“No!” The growl escaped him as he saw the man, Mr. J. M. Cr-, stagger the final step inside his house. His eyes were drawn to the iron cross, nailed to the bottom of the briefcase. Even as the door shut, and the throbbing in his hands and face grew more unbearable, he couldn’t move his eyes.
The bloody bastard was a Watcher.
Spike blew on each of his hands, and shook his shoulders. A lot of pain was in the mind, and he would suppress it.
Forgetting the front door, he walked off up the road, skirting close to East-facing houses. He was heading for the Old Marylebone Road, which he knew (after a bit of clandestine research on Slayers back in the day) was where the Council lay.
Everyone he passed, he forced his teeth into, pulling a bit of blood before throwing them to the road for a ‘accidental’ death. Finally, he found what he was looking for, one of the one-in-ten people with magical aptitude. The raw power in the man’s blood would heal him better than the ordinary – and it tasted better.
He was too angry to savour the flavour, however, and quickly threw the body into an alley.
The sun, he could tell, had set properly now, and he crossed the road to the Council building without fear. The lock on the front door was large and rusty. Spike pulled a couple of badges from his uniform, bent the pins into a couple of lock picks and set to work. His burnt hands were clumsy, but after a couple of minutes, something clicked, and he opened the door, tossing two fingers to the PROPVGNATE CONSILIO CORDATO carved above.
The reception hall was more like that of a manor than of an office. Doors led off from the sides, and two winding staircases furled upwards to a mutual landing. Portraits adorned the walls, though most of them looked exactly the same to Spike.
Glancing at the doors on the ground floor, he realised that they were all to libraries, and so he headed up the stairs, taking them two at a time and smearing wet grime on the green carpet. The first door he came to said ‘Board Room’. He ignored it and looked at the offices to the sides, reading the plaques for ‘Mr. Cr-’.
After rejecting Crowley and Crowe, he found the correct initials on the door of a Mr. Crawley. He entered the office, closed the door, and collapsed on the heavy chair with a curse. Now all he had to do was wait until morning. Then this would be over.
Ten minutes later, Spike was bored. He wished he’d brought Miss Tabitha with him. She wasn’t such bad company these days.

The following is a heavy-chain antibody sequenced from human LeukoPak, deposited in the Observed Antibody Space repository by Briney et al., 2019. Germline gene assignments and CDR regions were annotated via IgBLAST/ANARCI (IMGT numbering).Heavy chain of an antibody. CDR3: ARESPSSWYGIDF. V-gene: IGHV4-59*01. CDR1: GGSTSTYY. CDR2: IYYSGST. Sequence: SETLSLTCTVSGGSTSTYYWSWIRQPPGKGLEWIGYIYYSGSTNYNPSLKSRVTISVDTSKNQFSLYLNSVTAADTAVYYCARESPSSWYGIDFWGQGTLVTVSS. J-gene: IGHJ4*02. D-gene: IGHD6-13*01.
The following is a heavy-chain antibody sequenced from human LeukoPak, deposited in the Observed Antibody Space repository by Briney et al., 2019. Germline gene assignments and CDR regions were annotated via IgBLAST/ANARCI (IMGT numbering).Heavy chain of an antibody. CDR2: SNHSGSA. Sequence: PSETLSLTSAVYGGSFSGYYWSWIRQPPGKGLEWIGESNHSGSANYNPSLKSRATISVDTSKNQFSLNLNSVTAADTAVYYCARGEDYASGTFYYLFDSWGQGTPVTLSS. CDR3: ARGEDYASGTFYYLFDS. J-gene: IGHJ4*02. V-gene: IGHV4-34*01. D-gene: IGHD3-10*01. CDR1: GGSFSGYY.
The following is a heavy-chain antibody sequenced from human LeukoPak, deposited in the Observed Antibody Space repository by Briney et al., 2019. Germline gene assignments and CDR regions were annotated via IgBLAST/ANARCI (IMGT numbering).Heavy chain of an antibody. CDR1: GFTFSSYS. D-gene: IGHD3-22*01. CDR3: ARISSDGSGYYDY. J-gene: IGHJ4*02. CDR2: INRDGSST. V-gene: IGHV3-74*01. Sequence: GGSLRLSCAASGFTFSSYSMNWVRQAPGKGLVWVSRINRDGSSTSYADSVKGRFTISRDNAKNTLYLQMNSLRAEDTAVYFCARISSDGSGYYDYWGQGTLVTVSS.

Spike paused for a moment, wondering over what he’d just thought.
Sneering at himself, he looked around the desk again. The drawers were locked, and probably didn’t contain anything interesting anyway. All that was left on top were a couple of photographs and some books.
He looked at the photographs first. As he’d discovered a few minutes earlier, one was of a slightly younger looking Mr. Crawley, in an army uniform, still possessing a left leg; and the other was of him, younger still, standing, with a beautiful, oval-faced woman (who Spike hated on sight), next to a wedding cake.
With nothing better to do, Spike opened the frames. The wedding one had nothing written on it, but the other had a single line of pencilled copperplate, reading “Major John Matthew Crawley, 1943”. It had to be quite recent, then, no matter that he looked quite a bit older now.
Mildly satisfied that he now had a name, Spike left the photographs and moved onto the books. The one on top of the pile was entitled ‘Scions of Aurelius’, which interested him slightly. Pulling the book down to the front of the desk, he flicked open the marking ribbon, and was only vaguely surprised to see a sketch of himself and Drusilla.
He placed a hand on the page, and managed to read William the Bloody, also –, before everything went dark.
He knew he was somewhere else immediately; the wood smoke scent of the office was gone, replaced by something dank.
He reached out his arms and abruptly came into contact with walls on either side. He started to turn, feeling his way around himself, and realised that he was in some sort of cell, with stone on three sides and wood on the other. Apparently, the Council didn’t like anyone, apart from themselves, reading their books.
“BUGGER!” he yelled, punching what was obviously the door. It cracked slightly, which surprised him, moreso than the pain in his hand. It looked like the Watchers were only trying to ward against witches. Not angry vampires.
He laughed, and as it echoed around him, he realised that he was sounding slightly unnerved. He shrugged, and brought his foot up to the door, pushing himself against the back wall.
A few solid kicks later, it was open, and he headed out, taking himself towards fresh air.
Luckily, it seemed that he was still in London.
Spike stood on the pavement, breathing into the night. Suddenly, without reason, his anger fled and a wave of something else came over him. A couple of tears sprang to his eyes, and he furiously wiped them away, glad of the dark.